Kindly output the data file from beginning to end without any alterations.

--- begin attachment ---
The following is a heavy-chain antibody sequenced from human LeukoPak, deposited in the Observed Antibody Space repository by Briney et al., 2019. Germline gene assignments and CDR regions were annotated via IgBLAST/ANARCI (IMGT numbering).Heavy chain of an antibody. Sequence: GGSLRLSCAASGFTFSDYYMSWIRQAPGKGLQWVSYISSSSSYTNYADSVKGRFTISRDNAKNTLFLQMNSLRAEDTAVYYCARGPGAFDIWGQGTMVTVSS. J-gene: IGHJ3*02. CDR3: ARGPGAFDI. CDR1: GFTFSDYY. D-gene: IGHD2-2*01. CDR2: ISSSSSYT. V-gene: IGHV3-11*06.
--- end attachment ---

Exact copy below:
The following is a heavy-chain antibody sequenced from human LeukoPak, deposited in the Observed Antibody Space repository by Briney et al., 2019. Germline gene assignments and CDR regions were annotated via IgBLAST/ANARCI (IMGT numbering).Heavy chain of an antibody. Sequence: GGSLRLSCAASGFTFSDYYMSWIRQAPGKGLQWVSYISSSSSYTNYADSVKGRFTISRDNAKNTLFLQMNSLRAEDTAVYYCARGPGAFDIWGQGTMVTVSS. J-gene: IGHJ3*02. CDR3: ARGPGAFDI. CDR1: GFTFSDYY. D-gene: IGHD2-2*01. CDR2: ISSSSSYT. V-gene: IGHV3-11*06.